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Chapter Notes: “The Reality of The Other Person Lies Not In What He Reveals To You, But What He Cannot Reveal To You.
Therefore, If You Would Understand Him, Listen Not To What He Says, But Rather To What He Does Not Say.”
-Khalil Gibran, "Sand and Foam"

The sand was burning hot beneath her brown feet as she raced down the dunes to the water’s edge. Akkad danced in the shallows among the reeds as the sun striped her skin with long shadows. Little silver fish copied her rhythm and swam alongside her as she waded deeper, the water up to her knees and the skirt of her clean white dress floating in the tide. Birds flew overhead singing their hymn to the rising sun as the woman greeted them with her carefree smile. She paused for a moment to absorb the full glory of the river that was sacred in her heart and the cradle of her childhood.

“Who are you?” A voice came from beneath the leaves. Akkad turned around and saw a scaly blue-green head rise from the shallows, a ridged back and winding tail trailed behind the crocodile as she floated nearer. All went quiet. There was no sound but the quiet churning of water beneath the beast’s tail. Akkad froze in terror; she was only a few feet from those menacing jaws built to crush bone.

As she opened her mouth to scream, Akkad’s eyelids fluttered open and she sat bolt upright from underneath the sheets.

These were not her quarters. It was too hot, too humid, and much too dark. Beads of sweat rolled down Akkad’s back and she gasped for breath. As she reoriented herself, she noticed the rattling breaths coming from beside her. Someone else was in bed with her. There was only the faint blue-green glow of the emergency lights to see by as Akkad reached out a hand and felt the sleeve of his soft nightclothes and the hardened flesh beneath.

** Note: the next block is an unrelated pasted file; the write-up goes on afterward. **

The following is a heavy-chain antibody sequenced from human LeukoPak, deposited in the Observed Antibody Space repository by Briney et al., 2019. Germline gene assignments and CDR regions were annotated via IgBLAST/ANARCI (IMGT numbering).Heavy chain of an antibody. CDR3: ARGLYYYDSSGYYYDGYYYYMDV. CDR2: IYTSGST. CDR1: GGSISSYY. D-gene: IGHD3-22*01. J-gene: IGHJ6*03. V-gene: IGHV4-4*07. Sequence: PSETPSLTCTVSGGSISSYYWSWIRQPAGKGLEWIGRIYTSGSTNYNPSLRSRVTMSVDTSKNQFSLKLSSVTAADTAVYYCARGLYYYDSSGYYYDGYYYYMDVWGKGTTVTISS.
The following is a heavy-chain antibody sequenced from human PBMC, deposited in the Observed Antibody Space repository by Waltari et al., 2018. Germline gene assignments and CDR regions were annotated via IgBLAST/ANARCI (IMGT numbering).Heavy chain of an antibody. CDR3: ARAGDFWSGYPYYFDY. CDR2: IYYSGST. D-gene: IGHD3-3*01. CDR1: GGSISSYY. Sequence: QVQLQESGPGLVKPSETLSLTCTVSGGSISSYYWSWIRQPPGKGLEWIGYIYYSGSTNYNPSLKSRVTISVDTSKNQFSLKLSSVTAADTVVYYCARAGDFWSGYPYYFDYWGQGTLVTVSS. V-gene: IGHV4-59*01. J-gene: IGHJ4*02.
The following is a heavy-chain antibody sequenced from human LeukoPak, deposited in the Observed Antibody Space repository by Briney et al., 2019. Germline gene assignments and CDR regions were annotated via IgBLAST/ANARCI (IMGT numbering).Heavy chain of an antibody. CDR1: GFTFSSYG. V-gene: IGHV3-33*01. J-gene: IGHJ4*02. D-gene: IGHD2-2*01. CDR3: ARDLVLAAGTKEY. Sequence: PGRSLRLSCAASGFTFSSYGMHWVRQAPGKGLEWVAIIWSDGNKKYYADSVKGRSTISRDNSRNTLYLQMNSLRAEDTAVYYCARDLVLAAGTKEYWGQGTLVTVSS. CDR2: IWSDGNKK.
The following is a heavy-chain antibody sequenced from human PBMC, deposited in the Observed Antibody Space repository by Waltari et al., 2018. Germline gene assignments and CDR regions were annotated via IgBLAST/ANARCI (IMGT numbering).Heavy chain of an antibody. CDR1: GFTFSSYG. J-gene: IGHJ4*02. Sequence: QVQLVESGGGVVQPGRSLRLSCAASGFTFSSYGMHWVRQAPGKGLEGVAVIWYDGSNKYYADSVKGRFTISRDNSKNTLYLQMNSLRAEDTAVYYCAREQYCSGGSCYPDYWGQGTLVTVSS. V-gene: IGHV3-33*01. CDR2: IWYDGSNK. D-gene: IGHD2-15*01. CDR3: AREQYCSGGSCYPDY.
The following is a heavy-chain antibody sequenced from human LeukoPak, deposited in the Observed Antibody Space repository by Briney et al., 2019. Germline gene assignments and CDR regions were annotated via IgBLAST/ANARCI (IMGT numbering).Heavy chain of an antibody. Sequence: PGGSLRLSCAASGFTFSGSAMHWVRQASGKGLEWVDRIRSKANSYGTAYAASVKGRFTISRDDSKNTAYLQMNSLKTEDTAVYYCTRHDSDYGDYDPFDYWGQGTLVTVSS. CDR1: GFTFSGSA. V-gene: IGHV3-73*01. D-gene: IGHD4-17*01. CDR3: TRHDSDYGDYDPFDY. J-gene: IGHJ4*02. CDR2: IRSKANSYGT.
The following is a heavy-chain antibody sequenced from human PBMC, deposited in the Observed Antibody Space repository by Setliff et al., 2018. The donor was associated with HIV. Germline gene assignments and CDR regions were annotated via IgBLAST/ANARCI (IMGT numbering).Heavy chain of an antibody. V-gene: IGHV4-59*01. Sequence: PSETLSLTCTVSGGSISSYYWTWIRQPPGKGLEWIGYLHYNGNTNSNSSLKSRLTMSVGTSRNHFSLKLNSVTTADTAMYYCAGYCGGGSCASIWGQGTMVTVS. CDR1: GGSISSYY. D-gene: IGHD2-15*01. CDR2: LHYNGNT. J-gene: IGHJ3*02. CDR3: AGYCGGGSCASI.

Garak.

He must have been a light sleeper as his eyes drifted open at her touch. Akkad leaned down on her side propped up on an elbow. The pair regarded each other without speaking. Akkad had another chance to appreciate the bizarre series of events that had brought them to this moment, while the memory of her dreams faded into the background.

“Sorry, I didn’t mean to do that. It’s stupid but I just woke up and forgot where I was again.” Akkad whispered at last. Garak reached a hand out to cup her face and run his thumb over her cheek.

“A plausible theory.” He smiled at her through his drowsy haze. “But have you considered the possibility that you’re still dreaming?”

“Then I must have a very limited imagination.” Akkad chuckled as she lowered her head back down to the pillow. His eyes followed her without blinking as his fingers trailed over her neck down to her shoulder.
“Still, if I had dreamed this, I’m not sure I’d ever want to wake up again.”

Akkad closed her eyes and felt the ghost of a touch settle on the back of her hand. She turned her palm upward and interwove her fingers with his. After a brief silence, she gripped tighter and snickered into the dark.

“Is that amusing, doctor?” Akkad opened her eyes again and met his curious gaze.

“No, no, it’s not about that at all, it isn’t important.”